Greater Middle East

Trump and NATO: Opportunities and Dangers

The Atlantic world is not coming to an end. Not yet, at least. It is facing turbulence, which means serious risks. Change always brings both opportunity and risk. The best way to head off risk is, in most cases, to find and focus on opportunities. On the evidence thus far, the risks from Trump are less, not greater, than they have been from Obama and Bush II. The latter two were very different, but both were bad for the Atlantic Alliance. View
 

The EU Must Become a Crisis Management Leader

The EU's Common Security and Defense Policy (CSDP) has not risen to recent challenges, in Libya in particular. The EU should institutionalize a more responsive structure that will ensure rapid military response where and when necessary. Such a structure will also be depended upon for securing European borders while concurrently preventing EU member states from responding to crises as a European pillar of NATO. View
 

Enhancing NATO Cohesion: A Framework for 21st Century Solidarity

Memo 52: A diverse set of policies is needed to unify a diverse set of peoples against a diverse set of threats. NATO should reorganize itself, develop a shared clean-energy grid and strengthen links between different national publics. View
 

Redefining Relationships Inside and Outside the Alliance

Memo 51: In order to learn from past mistakes, NATO should seek to bring Russia into the fold of European security, refrain from humanitarian missions better conducted under UN auspices, sanction non-compliance to the 2% defense spending promise, and strengthen its democratic norms. View
 

Georgia and Russia: Smoldering Conflict at a Geopolitical Intersection

Georgia can be a strategic pillar of stability in an otherwise volatile region and we should consequently place it much higher on our political agenda. Georgians want nothing more than NATO membership and the West cannot deny the evident successes of democratization and economic reform. The internal logic of realist politics however demands other factors also be considered. Georgia joining NATO would further exacerbate the conflict with Russia. View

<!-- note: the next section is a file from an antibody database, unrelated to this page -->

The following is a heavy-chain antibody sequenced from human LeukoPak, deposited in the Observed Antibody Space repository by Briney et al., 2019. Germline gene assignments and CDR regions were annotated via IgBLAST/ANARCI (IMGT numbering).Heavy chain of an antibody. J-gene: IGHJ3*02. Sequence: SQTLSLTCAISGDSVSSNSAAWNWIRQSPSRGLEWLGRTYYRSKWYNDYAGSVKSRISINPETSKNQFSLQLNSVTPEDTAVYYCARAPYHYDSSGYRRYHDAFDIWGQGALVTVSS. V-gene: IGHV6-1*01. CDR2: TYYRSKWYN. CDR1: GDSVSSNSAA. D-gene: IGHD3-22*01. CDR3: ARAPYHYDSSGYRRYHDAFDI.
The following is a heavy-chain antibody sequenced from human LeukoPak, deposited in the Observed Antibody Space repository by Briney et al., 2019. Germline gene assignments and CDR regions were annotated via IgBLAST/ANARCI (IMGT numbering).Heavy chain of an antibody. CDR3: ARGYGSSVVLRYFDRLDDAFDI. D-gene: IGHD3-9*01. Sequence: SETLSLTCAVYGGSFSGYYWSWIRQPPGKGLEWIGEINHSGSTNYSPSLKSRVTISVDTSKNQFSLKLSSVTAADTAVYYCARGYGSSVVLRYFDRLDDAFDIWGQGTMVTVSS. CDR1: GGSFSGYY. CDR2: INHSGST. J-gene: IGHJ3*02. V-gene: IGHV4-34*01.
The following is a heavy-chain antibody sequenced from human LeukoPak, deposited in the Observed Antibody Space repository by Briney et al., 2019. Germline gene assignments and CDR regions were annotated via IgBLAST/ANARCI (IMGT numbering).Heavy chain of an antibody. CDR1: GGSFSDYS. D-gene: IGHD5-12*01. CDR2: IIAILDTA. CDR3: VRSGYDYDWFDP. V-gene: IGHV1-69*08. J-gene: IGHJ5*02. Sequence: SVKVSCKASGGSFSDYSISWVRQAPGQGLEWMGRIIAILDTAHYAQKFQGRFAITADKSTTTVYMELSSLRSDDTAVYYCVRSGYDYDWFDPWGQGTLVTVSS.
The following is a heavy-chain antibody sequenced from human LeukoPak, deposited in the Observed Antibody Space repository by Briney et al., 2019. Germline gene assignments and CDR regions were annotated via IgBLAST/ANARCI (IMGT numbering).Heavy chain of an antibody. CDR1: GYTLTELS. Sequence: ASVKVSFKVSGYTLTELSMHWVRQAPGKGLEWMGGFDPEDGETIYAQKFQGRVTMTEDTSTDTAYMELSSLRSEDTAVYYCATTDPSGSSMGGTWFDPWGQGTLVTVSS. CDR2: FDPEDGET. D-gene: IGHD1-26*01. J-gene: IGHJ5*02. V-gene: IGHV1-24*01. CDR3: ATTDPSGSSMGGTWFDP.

Future-Proofing NATO: A Forthcoming Decade of Change

Memo 50: NATO must adopt hybrid models of national defense, coordinate efforts on economic and electronic warfare, and secure its space-based infrastructure. The Alliance should also establish a partnership with China and strengthen its presence in the Arctic. View
 

NATO's Greatest Mistake was Libya: the Alliance Should Have Nothing to do with R2P

As a collective security organisation for its members NATO overreached its purview and the spirit of its treaty mandate by intervening in Libya. The Responsibility to Protect (R2P) principle adopted by the UN in 2005 should not partner or utilize with NATO’s operational capability to be able to intervene in states outside of the North Atlantic Treaty. NATO should stay clear of becoming an operational arm for liberal internationalism and re-consider its humanitarian role. View
 

Turkey: An Inconvenient Tie Between NATO and the EU

The admission of Turkey into NATO structures was not the mistake, it was the result of contemporary circumstances. The common failure of NATO (as well as of the EU) was the inability to keep Turkey in the discourse of democratization – which is a cornerstone of NATO’s internal integrity and solidarity. View
 

The Post-Cold War NATO: Decoupling Regime Change and Human Rights Promotion

NATO's biggest mistake in the past 25 years is that in its search for a post-Cold War raison d'être, it has taken on roles as both an instrument of regime change and of humanitarian intervention. Humanitarian work and the protection of human rights is a noble pursuit that NATO should continue to undertake; regime change and the imposition of democracy from above is not. View
 

Winning Asymmetrical Warfare with Economic Policies and Measures

When facing asymmetric warfare conventional military measures are often highly ineffective. Thus, incorporating well-thought-out market and economic policies and measures into NATO’s politico-military “toolbox” seems essential. Failing to do so, and failing to understand or comprehend market realities might even be directly harmful to NATO’s goals as demonstrated by the case of Afghan drug industry and by the counternarcotic eradication programs in this article. View